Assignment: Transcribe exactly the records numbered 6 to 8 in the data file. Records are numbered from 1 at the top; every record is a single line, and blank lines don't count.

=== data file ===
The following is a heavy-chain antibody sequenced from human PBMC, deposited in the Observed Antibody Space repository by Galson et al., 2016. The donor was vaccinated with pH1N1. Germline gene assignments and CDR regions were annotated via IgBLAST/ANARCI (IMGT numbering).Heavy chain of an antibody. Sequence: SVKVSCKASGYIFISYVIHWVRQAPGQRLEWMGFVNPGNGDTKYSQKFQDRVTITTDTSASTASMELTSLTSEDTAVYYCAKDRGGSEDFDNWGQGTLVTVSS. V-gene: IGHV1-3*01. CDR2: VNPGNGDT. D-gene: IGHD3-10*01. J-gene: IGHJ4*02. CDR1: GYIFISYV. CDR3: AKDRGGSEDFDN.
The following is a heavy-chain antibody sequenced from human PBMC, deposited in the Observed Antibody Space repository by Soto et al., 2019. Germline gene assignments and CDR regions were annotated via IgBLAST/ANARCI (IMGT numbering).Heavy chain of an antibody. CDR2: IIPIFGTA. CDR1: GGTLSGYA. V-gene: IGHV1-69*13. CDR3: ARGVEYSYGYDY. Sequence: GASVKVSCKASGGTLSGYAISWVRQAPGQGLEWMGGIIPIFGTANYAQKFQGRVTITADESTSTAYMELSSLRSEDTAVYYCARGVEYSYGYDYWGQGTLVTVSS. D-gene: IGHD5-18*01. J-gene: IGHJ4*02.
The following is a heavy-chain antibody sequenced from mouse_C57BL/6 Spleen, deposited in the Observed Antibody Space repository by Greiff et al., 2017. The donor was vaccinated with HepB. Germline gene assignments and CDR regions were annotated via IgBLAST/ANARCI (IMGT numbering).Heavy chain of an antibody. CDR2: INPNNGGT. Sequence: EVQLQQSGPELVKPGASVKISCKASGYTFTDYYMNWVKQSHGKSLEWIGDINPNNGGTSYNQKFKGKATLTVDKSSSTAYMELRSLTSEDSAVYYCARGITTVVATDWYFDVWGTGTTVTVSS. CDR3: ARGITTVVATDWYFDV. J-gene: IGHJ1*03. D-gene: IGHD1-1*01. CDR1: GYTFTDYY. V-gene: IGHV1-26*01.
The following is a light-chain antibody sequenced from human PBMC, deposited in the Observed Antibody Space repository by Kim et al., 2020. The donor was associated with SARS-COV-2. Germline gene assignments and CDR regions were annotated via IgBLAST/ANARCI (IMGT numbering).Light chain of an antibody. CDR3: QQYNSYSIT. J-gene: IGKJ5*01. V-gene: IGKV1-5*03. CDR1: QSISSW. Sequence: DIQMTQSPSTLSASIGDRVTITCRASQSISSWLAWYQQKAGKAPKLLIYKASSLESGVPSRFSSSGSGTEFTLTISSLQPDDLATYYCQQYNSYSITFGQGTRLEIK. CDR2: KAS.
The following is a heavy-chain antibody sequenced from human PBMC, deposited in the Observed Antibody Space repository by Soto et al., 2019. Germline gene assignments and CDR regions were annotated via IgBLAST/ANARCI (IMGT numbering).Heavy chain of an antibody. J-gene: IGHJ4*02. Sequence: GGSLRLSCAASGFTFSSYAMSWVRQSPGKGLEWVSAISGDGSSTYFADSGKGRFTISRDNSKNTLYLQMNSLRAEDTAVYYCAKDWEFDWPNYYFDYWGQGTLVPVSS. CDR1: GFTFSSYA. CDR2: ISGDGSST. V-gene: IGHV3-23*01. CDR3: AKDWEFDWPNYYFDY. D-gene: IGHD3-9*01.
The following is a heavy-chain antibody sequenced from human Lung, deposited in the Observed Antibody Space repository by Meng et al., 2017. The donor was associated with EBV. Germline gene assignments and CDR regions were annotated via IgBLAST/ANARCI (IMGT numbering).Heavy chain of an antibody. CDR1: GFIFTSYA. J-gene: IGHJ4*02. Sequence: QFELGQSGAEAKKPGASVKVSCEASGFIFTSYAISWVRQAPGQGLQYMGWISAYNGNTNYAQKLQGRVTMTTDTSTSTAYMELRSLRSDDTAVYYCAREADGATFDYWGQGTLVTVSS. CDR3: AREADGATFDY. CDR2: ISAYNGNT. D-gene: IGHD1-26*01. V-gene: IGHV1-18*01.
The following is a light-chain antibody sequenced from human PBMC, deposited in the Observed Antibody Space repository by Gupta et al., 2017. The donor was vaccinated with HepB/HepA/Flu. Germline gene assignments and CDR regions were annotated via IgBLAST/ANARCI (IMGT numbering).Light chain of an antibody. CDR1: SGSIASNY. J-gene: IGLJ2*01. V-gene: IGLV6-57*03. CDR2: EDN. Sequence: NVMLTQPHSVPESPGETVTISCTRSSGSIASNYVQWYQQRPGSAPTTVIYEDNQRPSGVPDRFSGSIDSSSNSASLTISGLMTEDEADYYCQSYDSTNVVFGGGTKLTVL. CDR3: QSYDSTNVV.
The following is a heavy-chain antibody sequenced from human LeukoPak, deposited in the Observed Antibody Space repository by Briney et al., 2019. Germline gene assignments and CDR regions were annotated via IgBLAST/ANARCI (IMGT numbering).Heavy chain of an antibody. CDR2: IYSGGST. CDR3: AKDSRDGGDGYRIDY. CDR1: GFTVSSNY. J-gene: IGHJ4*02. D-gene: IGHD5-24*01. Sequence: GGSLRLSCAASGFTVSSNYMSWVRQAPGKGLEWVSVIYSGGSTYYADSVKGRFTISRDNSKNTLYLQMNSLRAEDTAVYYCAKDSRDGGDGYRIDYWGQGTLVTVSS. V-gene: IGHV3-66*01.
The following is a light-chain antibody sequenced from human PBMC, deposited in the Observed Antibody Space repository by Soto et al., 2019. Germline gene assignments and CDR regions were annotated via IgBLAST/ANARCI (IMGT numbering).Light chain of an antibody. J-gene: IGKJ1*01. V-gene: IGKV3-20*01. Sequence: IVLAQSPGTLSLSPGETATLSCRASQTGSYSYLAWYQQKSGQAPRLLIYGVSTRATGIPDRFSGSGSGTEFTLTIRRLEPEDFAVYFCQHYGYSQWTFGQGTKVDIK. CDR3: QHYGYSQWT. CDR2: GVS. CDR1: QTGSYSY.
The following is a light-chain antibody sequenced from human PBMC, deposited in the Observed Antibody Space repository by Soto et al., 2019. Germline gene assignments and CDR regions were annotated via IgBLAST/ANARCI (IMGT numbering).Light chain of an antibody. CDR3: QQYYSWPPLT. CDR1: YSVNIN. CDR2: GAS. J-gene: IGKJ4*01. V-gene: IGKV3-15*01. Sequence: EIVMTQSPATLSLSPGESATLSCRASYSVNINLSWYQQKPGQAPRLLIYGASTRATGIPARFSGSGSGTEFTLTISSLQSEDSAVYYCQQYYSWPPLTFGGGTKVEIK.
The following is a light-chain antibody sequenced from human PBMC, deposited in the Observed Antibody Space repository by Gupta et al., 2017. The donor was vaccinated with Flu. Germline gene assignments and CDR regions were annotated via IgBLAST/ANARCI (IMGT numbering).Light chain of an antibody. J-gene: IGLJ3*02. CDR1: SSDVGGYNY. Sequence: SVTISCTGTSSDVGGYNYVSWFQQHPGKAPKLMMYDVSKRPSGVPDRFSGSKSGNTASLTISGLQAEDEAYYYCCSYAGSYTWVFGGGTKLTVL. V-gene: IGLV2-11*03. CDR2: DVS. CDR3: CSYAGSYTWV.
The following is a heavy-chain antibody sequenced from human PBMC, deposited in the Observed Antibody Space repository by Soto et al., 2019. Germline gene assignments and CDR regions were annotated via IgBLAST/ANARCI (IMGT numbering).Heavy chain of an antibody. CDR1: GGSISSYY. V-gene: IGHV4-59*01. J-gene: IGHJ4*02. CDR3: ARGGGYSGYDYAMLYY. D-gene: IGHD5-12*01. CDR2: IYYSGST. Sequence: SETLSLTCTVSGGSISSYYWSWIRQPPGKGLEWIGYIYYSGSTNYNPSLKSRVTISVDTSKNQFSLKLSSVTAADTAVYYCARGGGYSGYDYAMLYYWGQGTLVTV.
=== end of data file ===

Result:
The following is a heavy-chain antibody sequenced from human Lung, deposited in the Observed Antibody Space repository by Meng et al., 2017. The donor was associated with EBV. Germline gene assignments and CDR regions were annotated via IgBLAST/ANARCI (IMGT numbering).Heavy chain of an antibody. CDR1: GFIFTSYA. J-gene: IGHJ4*02. Sequence: QFELGQSGAEAKKPGASVKVSCEASGFIFTSYAISWVRQAPGQGLQYMGWISAYNGNTNYAQKLQGRVTMTTDTSTSTAYMELRSLRSDDTAVYYCAREADGATFDYWGQGTLVTVSS. CDR3: AREADGATFDY. CDR2: ISAYNGNT. D-gene: IGHD1-26*01. V-gene: IGHV1-18*01.
The following is a light-chain antibody sequenced from human PBMC, deposited in the Observed Antibody Space repository by Gupta et al., 2017. The donor was vaccinated with HepB/HepA/Flu. Germline gene assignments and CDR regions were annotated via IgBLAST/ANARCI (IMGT numbering).Light chain of an antibody. CDR1: SGSIASNY. J-gene: IGLJ2*01. V-gene: IGLV6-57*03. CDR2: EDN. Sequence: NVMLTQPHSVPESPGETVTISCTRSSGSIASNYVQWYQQRPGSAPTTVIYEDNQRPSGVPDRFSGSIDSSSNSASLTISGLMTEDEADYYCQSYDSTNVVFGGGTKLTVL. CDR3: QSYDSTNVV.
The following is a heavy-chain antibody sequenced from human LeukoPak, deposited in the Observed Antibody Space repository by Briney et al., 2019. Germline gene assignments and CDR regions were annotated via IgBLAST/ANARCI (IMGT numbering).Heavy chain of an antibody. CDR2: IYSGGST. CDR3: AKDSRDGGDGYRIDY. CDR1: GFTVSSNY. J-gene: IGHJ4*02. D-gene: IGHD5-24*01. Sequence: GGSLRLSCAASGFTVSSNYMSWVRQAPGKGLEWVSVIYSGGSTYYADSVKGRFTISRDNSKNTLYLQMNSLRAEDTAVYYCAKDSRDGGDGYRIDYWGQGTLVTVSS. V-gene: IGHV3-66*01.